Fighting against overpopulation

Most of the money needed for the renovation will go toward additional space for the animals, but it wouldn’t be as pressing of an issue if all companion animals in the county were spayed and neutered. But that’s easier said than done, according to Vicky Hunt, a member of the Shelter Replacement Committee and wife of Sam Hunt.

“There are a lot of reasons for the amount of strays, but one of the biggest is cost,” Hunt said. “Most places that offer these services can cost anywhere from $175 to $300.”

Multiple organizations, including the Hunt’s PAWS, offer lower cost spay-and-neuter services, typically under $100, which Ronnow said gives her the impression that many of the pet owners in the county are looking for an excuse to not do it.

“There are some discounted services in Alamance County for spaying and neutering, but there’s only so much they can do,” Farrow said. “Its upsetting cost is an issue for people, because if you pay to get an animal you should be able to take care of it. That’s just doing your job as a companion animal owner.”

Costs aren’t likely to come down either, according to Linda Harrell, an employee at the Elon Animal Hospital. She said the combined costs of equipment and medicine have increased over time, leading to pricier spay and neuter services.

Much of Alamance County may not know the benefits (and price) of spaying and neutering, if a county public opinion survey conducted by PAWS is any indication — the organization found only 22 percent of respondents were aware of the low adoption/high destroy rate by animal shelters that are spurred by overpopulation.

“Some people don’t have enlightened views on what can happen to these animals,” Hunt said. “They start thinking with their heart, not their brain.”

These animals may be abandoned once they get older, leading to strays that aren’t spayed or neutered. Farrow said one stray cat can lead to hundreds of new cats running around a city because of its litter having litters of their own. It can add up quickly.

“The total number of homeless animals adds up to something like 3-5 million a year in America, and that’s way too big a number,” Farrow said.

Transforming the shelter

According to Michel, years of making temporary fixes to long-term issues has led to the Burlington Animal Shelter’s current state of affairs.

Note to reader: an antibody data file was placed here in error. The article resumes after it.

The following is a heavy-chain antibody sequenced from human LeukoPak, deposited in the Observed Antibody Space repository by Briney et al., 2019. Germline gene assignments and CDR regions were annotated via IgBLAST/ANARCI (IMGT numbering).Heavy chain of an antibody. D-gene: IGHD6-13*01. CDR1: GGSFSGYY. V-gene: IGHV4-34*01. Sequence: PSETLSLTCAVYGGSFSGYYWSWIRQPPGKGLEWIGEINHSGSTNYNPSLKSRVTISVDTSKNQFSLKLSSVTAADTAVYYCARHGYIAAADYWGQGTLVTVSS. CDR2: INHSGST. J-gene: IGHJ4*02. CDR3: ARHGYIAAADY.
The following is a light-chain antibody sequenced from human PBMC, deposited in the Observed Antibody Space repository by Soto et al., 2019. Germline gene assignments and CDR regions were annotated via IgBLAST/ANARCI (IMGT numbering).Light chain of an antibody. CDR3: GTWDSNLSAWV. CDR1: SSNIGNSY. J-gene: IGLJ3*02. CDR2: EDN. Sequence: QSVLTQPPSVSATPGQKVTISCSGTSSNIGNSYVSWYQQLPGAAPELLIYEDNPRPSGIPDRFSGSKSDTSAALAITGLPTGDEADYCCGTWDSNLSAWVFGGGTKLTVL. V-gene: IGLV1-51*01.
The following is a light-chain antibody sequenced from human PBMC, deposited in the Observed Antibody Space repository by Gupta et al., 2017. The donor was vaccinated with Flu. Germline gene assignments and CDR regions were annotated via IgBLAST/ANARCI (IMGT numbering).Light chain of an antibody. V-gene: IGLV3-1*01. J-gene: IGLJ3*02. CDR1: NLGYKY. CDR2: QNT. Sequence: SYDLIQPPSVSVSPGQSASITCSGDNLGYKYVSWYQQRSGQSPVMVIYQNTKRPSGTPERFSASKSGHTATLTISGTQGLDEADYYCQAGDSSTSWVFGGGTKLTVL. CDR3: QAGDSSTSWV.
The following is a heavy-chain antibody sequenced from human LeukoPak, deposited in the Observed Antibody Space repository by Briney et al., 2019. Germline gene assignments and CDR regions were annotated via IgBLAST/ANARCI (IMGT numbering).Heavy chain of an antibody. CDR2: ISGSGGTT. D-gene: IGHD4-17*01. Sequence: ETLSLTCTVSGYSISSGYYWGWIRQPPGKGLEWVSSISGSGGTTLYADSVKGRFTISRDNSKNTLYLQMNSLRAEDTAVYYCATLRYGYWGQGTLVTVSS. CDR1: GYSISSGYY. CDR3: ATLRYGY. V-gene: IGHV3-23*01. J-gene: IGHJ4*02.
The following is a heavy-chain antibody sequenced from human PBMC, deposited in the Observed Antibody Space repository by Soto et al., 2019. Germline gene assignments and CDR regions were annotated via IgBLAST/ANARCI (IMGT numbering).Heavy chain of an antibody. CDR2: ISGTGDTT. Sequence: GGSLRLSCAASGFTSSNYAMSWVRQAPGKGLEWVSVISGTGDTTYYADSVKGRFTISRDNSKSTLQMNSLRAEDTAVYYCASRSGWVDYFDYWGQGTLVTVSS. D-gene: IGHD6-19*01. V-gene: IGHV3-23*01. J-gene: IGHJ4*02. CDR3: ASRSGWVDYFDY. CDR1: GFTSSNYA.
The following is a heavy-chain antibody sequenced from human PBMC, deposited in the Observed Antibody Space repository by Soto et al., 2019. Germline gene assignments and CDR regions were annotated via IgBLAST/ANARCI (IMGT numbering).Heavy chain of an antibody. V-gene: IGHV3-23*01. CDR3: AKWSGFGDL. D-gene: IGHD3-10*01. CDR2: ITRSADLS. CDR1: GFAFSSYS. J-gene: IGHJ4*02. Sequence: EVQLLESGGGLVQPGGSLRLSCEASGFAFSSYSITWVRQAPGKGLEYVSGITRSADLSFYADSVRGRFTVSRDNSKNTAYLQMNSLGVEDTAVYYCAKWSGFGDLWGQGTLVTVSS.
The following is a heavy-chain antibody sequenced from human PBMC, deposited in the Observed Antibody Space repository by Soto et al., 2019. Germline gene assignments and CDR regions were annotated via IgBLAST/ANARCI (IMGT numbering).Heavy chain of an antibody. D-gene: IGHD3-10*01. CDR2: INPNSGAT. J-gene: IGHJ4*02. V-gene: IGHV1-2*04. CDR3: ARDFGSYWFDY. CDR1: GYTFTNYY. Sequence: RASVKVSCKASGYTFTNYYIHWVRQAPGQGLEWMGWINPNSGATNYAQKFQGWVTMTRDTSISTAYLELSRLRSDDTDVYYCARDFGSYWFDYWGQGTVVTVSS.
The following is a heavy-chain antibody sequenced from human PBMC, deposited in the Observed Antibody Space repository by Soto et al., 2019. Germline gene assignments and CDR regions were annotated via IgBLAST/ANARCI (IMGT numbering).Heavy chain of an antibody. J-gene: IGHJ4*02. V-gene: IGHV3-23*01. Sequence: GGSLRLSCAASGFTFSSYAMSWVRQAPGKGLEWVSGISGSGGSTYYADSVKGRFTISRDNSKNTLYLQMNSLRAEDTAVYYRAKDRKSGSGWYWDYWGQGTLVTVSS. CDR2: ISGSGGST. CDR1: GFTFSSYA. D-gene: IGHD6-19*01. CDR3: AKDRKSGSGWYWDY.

“This facility serves the whole county, so we have to keep it up to code,” she said. “Last year we had several areas that were simply not acceptable. From air flow to welfare of the animals, we weren’t where we needed to be.”

As it stands, the current shelter’s main issue is with the areas the cats and dogs are held in, according to the most recent Shelter Replacement Committee report. Among the problem areas is the increased stress in shelter residents ­— each dog enclosure faces another, which leads to increased hostility among the animals. The cats in the room next door hear the barking and get more and more anxious, which can lead to health problems and behavioral issues.

Other aspects highlighted in the report included the lack of an isolation area for the dogs, the poorly ventilated cat rooms increasing disease occurrence and no space for grooming and bathing animals.

The anticipated $5.25 million to be spent on the shelter would be used to fix these problem areas along with improving the experience of employees, volunteers and visitors by adding additional spaces for them. Klepcyk says the cost will ultimately be worth it for taxpayers.

“One of the realities of a shelter is that parts of it are like a hospital because they do procedures there,” he said. “Part of that requires a whole new level of equipment and checking on the quality of the air, so I think it’s a reasonable amount of money considering what would need to be done to the building to make it compliant with regulations in the future.”

The committee report says recommendations for cost allocation are $4.5 million paid by governmental bodies on a per capita basis. This means Burlington, with a population of 51,510 as of 2013, would pay $1.96 million for it, while Elon, with a population of 9,513 as of 2013, would pay $378,978.91, according to a Times-News report. PAWS would raise the remaining $750,000.

“The money won’t be a problem for PAWS,” Hunt said. “We already have a couple of commitments from businesses in the area and there are a lot of people looking to help donate individually.”

An expanded importance

A renovation of the 50-year-old shelter will not only benefit the animals that are taken in and nearby citizens, according to junior and Animal Protection Alliance member Emily Morency. She said Elon students really benefit from the animal shelter because playing with the animals is a great way to relieve stress.

Pets have always been a popular stress-relief option for U.S. students. Kent State University has its Dogs On Campus therapy program, in which dogs visit campus residence halls and other areas during stressful situations and campus emergencies. Bucknell University has brought in therapy dogs for new students and exam periods.

Elon students at Epsilon Sigma Alpha (ESA), a co-ed service sorority focused on philanthropy, have taken advantage of the popularity of pets through volunteering at the shelter. Junior Jennifer Kraus, a member of ESA, said the sorority occasionally has a shelter weekend to give the animals social interaction.

“There are times when [the animals] don’t get to go out at all, so volunteering like this is important for them,” Kraus said. “Everyone loves to play with the animals. ESA runs out of spots within 20 minutes.”

Kraus said S.H.A.R.E., a program within Elon Volunteers, is another known group that volunteers at the shelter. S.H.A.R.E. members get the benefit of being trained in shelter handling as well as gaining community service hours.

But Kraus says the shelter needs to be improved to make volunteer experiences more enjoyable.

“The dog area is too overwhelming sometimes,” she said. “It echoes and causes a lot of anxiety for the cats. If they built more space, the whole area would be less of a hassle to deal with.”